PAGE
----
Resident’s cash used for care centre purchases

Money belonging to a resident in a centre for people with disabilities was used inappropriately to buy items including cutlery, soft furnishings, and a fireplace, according to a report by health watchdog Hiqa.

The inspection conducted by the Health Information and Quality Authority also found infant product, Calpol, was administered to an adult resident at the centre for pain relief.

The findings relate to a designated centre for people with disabilities operated by St John of God Community Services Ltd, which provides facilities and services to 22 adult male residents.

There were a number of issues detected at the centre in Co Louth, including “a lack of resources in areas that included staffing (levels, skill mix, and training) and individual transport [that] negatively impacted on the rights of residents and did not promote engagement within the wider community”.

According to the report: “Systems were in place to support residents to access and retain control of personal property and possessions and support was provided by staff to manage their financial affairs.

“However, inspectors found that the management of finances for one resident, who had no independent representative or next-of-kin, had not been managed appropriately.

“Money of one resident had been used inappropriately to purchase items that included cutlery, soft furnishings, and a fireplace which was in connection with the carrying on or management of the centre.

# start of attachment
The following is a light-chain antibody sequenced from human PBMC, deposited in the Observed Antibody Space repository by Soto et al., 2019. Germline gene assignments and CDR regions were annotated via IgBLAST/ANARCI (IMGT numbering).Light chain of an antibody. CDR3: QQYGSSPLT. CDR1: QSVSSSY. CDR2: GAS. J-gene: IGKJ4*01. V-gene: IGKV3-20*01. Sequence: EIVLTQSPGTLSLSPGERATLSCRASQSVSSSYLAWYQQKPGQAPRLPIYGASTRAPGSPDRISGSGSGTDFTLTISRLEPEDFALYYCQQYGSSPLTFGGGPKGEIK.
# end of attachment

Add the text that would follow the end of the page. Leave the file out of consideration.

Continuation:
“Inspectors were informed during feedback that a review would be completed with a view to repaying the resident for items generally provided in connection with the carrying on and managing a centre.”

Inspectors also read that a response measure taken by staff in relation to one resident who sustained an injury included the administration of Calpol for pain relief. This was later confirmed but “an alternative and appropriate pain relief commonly used by adults was subsequently prescribed”.

From the beginning of last year, a national incident management system recorded 44 incidents of abuse or assaults between residents and up to 30 other incidents of abuse/assaults by residents on staff, but staff training records showed up to 14 of the 52 staff had not received training in the management of aggression and violence and others had not attended refresher training as required.

There were other instances where staff did not appear to be sufficiently trained to deal with particular circumstances, and inspectors said the measures in place at the centre were “inadequate to protect residents from being harmed or suffering abuse”.

A separate Hiqa report into a designated centre for people with disabilities operated by Brothers of Charity Services in Limerick also highlighted numerous shortcomings — so much so that the provider was asked to attend a meeting with Hiqa last October at which the provider was issued with a warning letter.

Sixteen medication errors had been recorded since the previous inspection in February 2015 and the inspector found that half of these were directly related to medication management practice by staff.

Inspectors were told that the demands on staff due to a lack of resources and the over-reliance on relief staff were factors contributing to the medication errors.


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